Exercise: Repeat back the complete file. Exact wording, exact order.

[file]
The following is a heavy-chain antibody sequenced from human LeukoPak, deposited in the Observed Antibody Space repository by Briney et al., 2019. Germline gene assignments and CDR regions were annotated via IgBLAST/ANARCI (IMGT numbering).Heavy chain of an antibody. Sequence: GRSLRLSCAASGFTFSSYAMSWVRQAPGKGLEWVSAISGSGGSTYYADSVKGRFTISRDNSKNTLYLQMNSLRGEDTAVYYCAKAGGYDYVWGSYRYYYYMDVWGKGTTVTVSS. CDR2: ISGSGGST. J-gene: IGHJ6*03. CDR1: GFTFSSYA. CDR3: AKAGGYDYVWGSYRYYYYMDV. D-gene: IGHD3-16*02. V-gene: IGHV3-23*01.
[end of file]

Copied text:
The following is a heavy-chain antibody sequenced from human LeukoPak, deposited in the Observed Antibody Space repository by Briney et al., 2019. Germline gene assignments and CDR regions were annotated via IgBLAST/ANARCI (IMGT numbering).Heavy chain of an antibody. Sequence: GRSLRLSCAASGFTFSSYAMSWVRQAPGKGLEWVSAISGSGGSTYYADSVKGRFTISRDNSKNTLYLQMNSLRGEDTAVYYCAKAGGYDYVWGSYRYYYYMDVWGKGTTVTVSS. CDR2: ISGSGGST. J-gene: IGHJ6*03. CDR1: GFTFSSYA. CDR3: AKAGGYDYVWGSYRYYYYMDV. D-gene: IGHD3-16*02. V-gene: IGHV3-23*01.